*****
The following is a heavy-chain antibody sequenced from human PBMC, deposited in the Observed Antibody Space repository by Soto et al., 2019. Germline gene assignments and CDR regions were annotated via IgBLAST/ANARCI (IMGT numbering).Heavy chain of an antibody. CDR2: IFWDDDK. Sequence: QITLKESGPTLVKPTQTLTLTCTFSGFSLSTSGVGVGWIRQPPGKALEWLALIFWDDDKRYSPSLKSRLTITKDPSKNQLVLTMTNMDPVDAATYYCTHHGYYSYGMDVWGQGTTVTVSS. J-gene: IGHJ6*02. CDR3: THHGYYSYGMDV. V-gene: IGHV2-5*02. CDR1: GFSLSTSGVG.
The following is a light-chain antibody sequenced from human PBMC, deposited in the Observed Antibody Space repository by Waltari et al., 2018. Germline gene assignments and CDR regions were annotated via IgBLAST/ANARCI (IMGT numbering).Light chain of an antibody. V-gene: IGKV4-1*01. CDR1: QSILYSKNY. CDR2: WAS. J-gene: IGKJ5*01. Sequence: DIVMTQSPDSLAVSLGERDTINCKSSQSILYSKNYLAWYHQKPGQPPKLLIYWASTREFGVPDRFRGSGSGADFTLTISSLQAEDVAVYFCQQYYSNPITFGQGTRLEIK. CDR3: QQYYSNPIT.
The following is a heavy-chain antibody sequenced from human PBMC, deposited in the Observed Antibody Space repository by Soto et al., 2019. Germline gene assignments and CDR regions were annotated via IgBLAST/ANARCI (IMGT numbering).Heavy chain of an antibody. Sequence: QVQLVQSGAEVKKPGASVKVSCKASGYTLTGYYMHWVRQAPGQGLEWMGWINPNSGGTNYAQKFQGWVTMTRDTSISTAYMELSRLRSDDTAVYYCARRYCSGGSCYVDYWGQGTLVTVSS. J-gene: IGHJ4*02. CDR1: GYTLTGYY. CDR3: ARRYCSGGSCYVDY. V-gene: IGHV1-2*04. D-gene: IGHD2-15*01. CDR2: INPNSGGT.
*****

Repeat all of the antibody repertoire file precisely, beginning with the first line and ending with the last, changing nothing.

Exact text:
The following is a heavy-chain antibody sequenced from human PBMC, deposited in the Observed Antibody Space repository by Soto et al., 2019. Germline gene assignments and CDR regions were annotated via IgBLAST/ANARCI (IMGT numbering).Heavy chain of an antibody. CDR2: IFWDDDK. Sequence: QITLKESGPTLVKPTQTLTLTCTFSGFSLSTSGVGVGWIRQPPGKALEWLALIFWDDDKRYSPSLKSRLTITKDPSKNQLVLTMTNMDPVDAATYYCTHHGYYSYGMDVWGQGTTVTVSS. J-gene: IGHJ6*02. CDR3: THHGYYSYGMDV. V-gene: IGHV2-5*02. CDR1: GFSLSTSGVG.
The following is a light-chain antibody sequenced from human PBMC, deposited in the Observed Antibody Space repository by Waltari et al., 2018. Germline gene assignments and CDR regions were annotated via IgBLAST/ANARCI (IMGT numbering).Light chain of an antibody. V-gene: IGKV4-1*01. CDR1: QSILYSKNY. CDR2: WAS. J-gene: IGKJ5*01. Sequence: DIVMTQSPDSLAVSLGERDTINCKSSQSILYSKNYLAWYHQKPGQPPKLLIYWASTREFGVPDRFRGSGSGADFTLTISSLQAEDVAVYFCQQYYSNPITFGQGTRLEIK. CDR3: QQYYSNPIT.
The following is a heavy-chain antibody sequenced from human PBMC, deposited in the Observed Antibody Space repository by Soto et al., 2019. Germline gene assignments and CDR regions were annotated via IgBLAST/ANARCI (IMGT numbering).Heavy chain of an antibody. Sequence: QVQLVQSGAEVKKPGASVKVSCKASGYTLTGYYMHWVRQAPGQGLEWMGWINPNSGGTNYAQKFQGWVTMTRDTSISTAYMELSRLRSDDTAVYYCARRYCSGGSCYVDYWGQGTLVTVSS. J-gene: IGHJ4*02. CDR1: GYTLTGYY. CDR3: ARRYCSGGSCYVDY. V-gene: IGHV1-2*04. D-gene: IGHD2-15*01. CDR2: INPNSGGT.